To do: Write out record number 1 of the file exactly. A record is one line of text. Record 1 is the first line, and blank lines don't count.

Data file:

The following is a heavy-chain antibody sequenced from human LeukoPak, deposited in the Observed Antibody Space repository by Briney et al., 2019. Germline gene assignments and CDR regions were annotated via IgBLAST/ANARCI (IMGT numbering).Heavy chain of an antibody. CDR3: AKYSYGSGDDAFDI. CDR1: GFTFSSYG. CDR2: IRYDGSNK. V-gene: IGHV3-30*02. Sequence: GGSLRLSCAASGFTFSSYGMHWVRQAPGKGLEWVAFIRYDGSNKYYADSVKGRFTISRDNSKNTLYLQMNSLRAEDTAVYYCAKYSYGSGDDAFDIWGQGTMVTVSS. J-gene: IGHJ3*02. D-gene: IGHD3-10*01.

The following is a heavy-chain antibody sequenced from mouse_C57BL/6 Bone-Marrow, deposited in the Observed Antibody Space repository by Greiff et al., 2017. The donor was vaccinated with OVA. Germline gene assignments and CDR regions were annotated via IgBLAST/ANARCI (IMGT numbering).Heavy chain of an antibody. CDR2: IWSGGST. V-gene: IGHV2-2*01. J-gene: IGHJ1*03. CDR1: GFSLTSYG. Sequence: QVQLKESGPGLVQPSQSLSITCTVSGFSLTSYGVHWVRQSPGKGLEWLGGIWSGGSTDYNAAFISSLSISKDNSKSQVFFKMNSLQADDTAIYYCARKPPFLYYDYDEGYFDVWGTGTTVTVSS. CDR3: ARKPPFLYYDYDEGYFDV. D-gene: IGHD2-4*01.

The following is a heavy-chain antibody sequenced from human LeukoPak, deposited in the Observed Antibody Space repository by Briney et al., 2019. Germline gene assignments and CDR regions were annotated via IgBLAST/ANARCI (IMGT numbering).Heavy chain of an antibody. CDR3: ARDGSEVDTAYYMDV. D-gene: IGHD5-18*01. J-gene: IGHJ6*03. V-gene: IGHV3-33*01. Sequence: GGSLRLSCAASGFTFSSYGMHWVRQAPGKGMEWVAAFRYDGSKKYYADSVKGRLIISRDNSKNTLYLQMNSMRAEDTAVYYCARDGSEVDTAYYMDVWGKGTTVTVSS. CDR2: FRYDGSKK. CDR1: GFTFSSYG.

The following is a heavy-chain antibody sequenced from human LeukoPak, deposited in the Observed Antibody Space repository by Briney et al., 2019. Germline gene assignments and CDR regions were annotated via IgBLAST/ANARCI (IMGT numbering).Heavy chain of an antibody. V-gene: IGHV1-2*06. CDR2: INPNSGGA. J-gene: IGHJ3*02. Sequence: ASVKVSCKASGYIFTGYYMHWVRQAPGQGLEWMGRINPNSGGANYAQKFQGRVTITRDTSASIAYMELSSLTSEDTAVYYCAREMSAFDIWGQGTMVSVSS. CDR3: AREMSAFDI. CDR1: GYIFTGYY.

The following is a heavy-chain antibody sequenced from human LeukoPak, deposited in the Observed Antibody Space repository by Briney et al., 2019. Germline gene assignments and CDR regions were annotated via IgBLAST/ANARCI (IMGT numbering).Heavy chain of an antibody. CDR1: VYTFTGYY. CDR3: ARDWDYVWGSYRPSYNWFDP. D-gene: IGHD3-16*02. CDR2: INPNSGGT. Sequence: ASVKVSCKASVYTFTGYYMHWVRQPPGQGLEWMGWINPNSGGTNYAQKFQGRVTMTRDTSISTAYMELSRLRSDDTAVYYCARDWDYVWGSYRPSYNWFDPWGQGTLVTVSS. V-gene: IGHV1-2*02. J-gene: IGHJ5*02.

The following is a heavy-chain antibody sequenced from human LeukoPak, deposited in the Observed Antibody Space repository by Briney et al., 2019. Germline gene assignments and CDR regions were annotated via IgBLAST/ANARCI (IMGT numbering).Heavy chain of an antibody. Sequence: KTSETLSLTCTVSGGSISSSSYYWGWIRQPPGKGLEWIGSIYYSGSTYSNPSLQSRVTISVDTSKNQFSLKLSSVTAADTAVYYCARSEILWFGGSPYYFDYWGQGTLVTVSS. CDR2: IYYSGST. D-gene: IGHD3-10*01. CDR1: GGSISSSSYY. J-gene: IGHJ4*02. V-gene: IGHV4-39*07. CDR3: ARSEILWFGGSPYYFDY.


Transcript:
The following is a heavy-chain antibody sequenced from human LeukoPak, deposited in the Observed Antibody Space repository by Briney et al., 2019. Germline gene assignments and CDR regions were annotated via IgBLAST/ANARCI (IMGT numbering).Heavy chain of an antibody. CDR3: AKYSYGSGDDAFDI. CDR1: GFTFSSYG. CDR2: IRYDGSNK. V-gene: IGHV3-30*02. Sequence: GGSLRLSCAASGFTFSSYGMHWVRQAPGKGLEWVAFIRYDGSNKYYADSVKGRFTISRDNSKNTLYLQMNSLRAEDTAVYYCAKYSYGSGDDAFDIWGQGTMVTVSS. J-gene: IGHJ3*02. D-gene: IGHD3-10*01.